Nipsey Hussle Says ‘Master Your Energy’ In Interview On Survival Mode

Nipsey Hussle had a reputation for one of the wisest minds in the rap industry. But he also demonstrated a humanitarian side that you don’t often see from rappers of his level. A 247HH interview highlights Nipsey Hussle on survival mode and how it keeps us in a vicious cycle of desperation. He then gives the key to escaping this dangerous mentality, and it’s all about energy. 

Nipsey Hussle on Survival Mode

“There’s no one answer to how you change the hood or change the reality of what goes on… what you have to think about is when you don’t have resources, you’re in survival mode. So being in survival mode automatically rules out a lot of things because you don’t care about morality. Because you don’t experience morality, you experience the need to survive.”

He says that focusing on getting what you need makes you lose sight of your humanity. The lack resources such as food, clothing or shelter clouds your judgement. You can forget about kindness and what’s fair. This makes you less moral, and the consequences of that can appear in your own attitude to people and situations. 

The interview with Nipsey Hussle on survival mode reveals a lot of the social problems that contribute to this mentality. Above all, he says, the key lies in economics– in creating constructive spaces instead of destructive ones. He mentions the prison system and the lack of positive cultural institutions. These are important because they give the youth a safe space to explore and learn while staying off the streets.

“Empowering people economically is how you really impact, but I don’t know if it’s about dropping a bag of money in the hood. I think it’s about impacting culture in a way that the mentality changes, and then also that the institutions that exist, it’s just a prison institution really, it’s like a pipeline of jail. There aren’t any constructive institutions for real that meet you ground level. It’s just like ‘if you fuck up we’ve got somewhere to put you’, so it’s like a fear-based, preventative approach, than like, some love. And like ‘we know you’re all going through a struggle, and we know you all could use an art center or a studio compound or an entrepreneurial space’. It’s like ‘whatever’s going on, if you can’t figure it out we’re gonna lock you up bro, so, whatever it is it’s on you all’.”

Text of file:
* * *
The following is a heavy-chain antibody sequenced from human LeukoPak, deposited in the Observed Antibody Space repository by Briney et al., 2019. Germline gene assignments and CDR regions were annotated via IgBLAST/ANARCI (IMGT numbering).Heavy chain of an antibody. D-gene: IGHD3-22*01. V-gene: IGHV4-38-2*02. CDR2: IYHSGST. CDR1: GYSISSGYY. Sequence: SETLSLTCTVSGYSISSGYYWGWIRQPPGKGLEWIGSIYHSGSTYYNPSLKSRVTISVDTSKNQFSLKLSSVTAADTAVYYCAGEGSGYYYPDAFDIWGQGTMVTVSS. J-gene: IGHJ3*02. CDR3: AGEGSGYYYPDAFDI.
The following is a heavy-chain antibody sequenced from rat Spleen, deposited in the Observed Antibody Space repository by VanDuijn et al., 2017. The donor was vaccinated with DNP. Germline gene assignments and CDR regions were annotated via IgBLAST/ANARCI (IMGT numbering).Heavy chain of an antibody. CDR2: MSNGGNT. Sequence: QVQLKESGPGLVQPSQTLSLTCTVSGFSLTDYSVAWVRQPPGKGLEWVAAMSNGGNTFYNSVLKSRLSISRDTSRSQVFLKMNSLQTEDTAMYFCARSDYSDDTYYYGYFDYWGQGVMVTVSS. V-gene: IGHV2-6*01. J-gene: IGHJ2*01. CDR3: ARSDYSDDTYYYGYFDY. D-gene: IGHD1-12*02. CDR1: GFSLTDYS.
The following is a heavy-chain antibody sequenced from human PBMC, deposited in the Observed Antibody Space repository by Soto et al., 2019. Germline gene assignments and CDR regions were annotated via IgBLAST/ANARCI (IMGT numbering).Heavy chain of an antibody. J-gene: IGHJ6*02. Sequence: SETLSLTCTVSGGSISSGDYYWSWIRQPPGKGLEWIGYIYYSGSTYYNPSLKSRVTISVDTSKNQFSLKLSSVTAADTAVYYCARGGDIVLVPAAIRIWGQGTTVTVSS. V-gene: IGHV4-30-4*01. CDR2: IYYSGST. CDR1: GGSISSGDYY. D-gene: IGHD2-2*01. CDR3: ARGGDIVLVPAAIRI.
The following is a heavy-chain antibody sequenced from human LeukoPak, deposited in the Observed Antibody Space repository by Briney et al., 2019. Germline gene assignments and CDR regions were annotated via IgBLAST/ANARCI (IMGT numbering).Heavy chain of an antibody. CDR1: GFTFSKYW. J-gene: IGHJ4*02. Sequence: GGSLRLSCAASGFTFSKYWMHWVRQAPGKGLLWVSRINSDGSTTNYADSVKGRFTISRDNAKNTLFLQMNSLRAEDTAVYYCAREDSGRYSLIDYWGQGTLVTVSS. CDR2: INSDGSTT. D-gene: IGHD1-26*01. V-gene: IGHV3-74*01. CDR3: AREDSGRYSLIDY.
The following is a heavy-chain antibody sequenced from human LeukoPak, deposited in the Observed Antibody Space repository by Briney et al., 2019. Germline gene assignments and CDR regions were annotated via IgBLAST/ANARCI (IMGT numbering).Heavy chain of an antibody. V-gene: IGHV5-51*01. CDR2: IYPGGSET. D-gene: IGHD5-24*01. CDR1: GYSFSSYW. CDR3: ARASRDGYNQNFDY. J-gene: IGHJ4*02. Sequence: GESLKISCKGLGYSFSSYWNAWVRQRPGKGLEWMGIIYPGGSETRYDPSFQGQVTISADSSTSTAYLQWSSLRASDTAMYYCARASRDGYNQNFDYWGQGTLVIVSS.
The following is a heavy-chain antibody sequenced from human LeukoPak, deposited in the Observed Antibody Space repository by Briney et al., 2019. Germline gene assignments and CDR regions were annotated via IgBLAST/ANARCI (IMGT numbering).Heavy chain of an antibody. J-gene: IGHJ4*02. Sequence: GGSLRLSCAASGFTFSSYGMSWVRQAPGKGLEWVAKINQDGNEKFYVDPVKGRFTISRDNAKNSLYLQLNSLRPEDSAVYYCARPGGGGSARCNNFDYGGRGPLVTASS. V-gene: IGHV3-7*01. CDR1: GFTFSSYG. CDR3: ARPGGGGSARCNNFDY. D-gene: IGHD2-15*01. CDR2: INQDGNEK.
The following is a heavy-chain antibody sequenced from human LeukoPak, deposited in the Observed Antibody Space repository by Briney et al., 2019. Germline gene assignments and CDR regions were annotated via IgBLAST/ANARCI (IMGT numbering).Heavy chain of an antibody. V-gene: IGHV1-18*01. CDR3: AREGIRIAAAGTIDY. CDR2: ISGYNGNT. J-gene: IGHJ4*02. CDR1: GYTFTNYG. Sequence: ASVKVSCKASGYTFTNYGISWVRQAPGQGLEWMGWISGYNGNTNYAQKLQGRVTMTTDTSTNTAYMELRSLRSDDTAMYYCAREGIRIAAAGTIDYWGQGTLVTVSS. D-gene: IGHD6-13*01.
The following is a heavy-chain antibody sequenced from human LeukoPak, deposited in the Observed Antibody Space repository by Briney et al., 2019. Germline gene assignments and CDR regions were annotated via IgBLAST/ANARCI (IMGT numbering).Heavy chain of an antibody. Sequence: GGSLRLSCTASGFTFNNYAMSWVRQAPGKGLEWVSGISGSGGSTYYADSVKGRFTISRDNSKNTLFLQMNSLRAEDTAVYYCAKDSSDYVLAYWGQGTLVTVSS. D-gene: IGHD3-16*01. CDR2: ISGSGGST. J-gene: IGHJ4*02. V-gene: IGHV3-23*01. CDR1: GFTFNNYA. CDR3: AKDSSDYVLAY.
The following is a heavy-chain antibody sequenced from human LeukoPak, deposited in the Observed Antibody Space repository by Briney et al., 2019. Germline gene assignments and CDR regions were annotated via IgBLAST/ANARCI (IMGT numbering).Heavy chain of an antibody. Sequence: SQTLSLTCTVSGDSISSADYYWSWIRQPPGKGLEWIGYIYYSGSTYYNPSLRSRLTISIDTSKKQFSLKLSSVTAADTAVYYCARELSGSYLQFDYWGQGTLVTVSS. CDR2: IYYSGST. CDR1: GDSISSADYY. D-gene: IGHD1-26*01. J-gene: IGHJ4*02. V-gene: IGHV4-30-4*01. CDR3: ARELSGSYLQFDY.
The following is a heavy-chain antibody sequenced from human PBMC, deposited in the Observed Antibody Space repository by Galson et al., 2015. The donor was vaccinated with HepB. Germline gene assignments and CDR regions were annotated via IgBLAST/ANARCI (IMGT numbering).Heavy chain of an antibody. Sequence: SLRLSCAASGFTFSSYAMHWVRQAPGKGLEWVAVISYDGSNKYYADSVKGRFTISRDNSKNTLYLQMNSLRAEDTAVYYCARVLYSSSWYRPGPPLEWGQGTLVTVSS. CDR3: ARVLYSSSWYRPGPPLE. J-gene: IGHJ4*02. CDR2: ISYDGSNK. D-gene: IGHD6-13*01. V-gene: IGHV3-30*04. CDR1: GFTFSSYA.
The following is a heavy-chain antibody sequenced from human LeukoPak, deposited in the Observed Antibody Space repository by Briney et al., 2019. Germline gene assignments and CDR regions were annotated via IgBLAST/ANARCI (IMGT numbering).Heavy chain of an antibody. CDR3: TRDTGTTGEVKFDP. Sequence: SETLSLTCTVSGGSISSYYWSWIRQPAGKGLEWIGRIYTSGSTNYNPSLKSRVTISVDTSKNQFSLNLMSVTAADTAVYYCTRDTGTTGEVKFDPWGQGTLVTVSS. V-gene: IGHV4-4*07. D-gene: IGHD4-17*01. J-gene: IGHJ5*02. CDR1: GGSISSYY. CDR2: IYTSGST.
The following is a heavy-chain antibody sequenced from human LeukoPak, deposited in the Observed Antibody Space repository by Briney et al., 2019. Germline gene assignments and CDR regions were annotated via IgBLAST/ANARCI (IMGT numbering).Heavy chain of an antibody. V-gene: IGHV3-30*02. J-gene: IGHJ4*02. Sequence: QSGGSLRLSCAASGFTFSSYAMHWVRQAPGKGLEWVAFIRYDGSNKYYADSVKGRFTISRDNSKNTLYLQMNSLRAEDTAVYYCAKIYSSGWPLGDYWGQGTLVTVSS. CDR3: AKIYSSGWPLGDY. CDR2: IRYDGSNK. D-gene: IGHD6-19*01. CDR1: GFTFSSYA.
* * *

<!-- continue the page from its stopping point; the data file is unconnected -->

He then goes on to explain how learning to deal with his situation changed his attitude.

“I think if you get people out of survival mode they start thinking different. I did, you know, when I figured out how to get myself out of the situation, my approach to life and people was different– I wasn’t so angry, I didn’t have my guard up, I wasn’t so aggressive, I wasn’t so expecting, “if you ain’t helping me fuck you”, that wasn’t the mentality anymore.”

We Get What We Give

Giving advice to today’s youth is tough considering that everyone has their own struggles. He mentions that it would even be ‘dishonest’ to do so. Likewise, he states that “there’s context for everything,” and “nothing happens in a vacuum.”

However, Nipsey Hussle says that what every single person can do to change their own destiny starts with their energy:

“But I will say that you’re gonna lay in the bed you make, you’re not gonna get away with nothing in terms of the energy. You might beat the camera or the police. They might not catch you for what you’re doing, but the energy is always gonna return to you. So when you’re just living in this cycle of being negative all day and just putting out negativity and that’s the only energy you’re putting out, it’s going to return to you in a different form than you put it out in. So I would just say master your energy.”

The energy we put out comes from our own decision to change. Avoiding these personal decisions is only cheating ourselves. And as Hussle says, the energy always comes back to us. Our best option is to try our best to focus on thinking and working towards positive goals. 

We can also learn from Nipsey Hussle on survival mode that none of us have to do it alone. At the end of the interview he gives some examples to see how others have dealt with their situations. He cites looking at Kendrick Lamar, or at his own example of rising from ‘hopelessness’. We just have to see what they did, and how they “wiggled their way through it,” and use it to inspire ourselves to change. 

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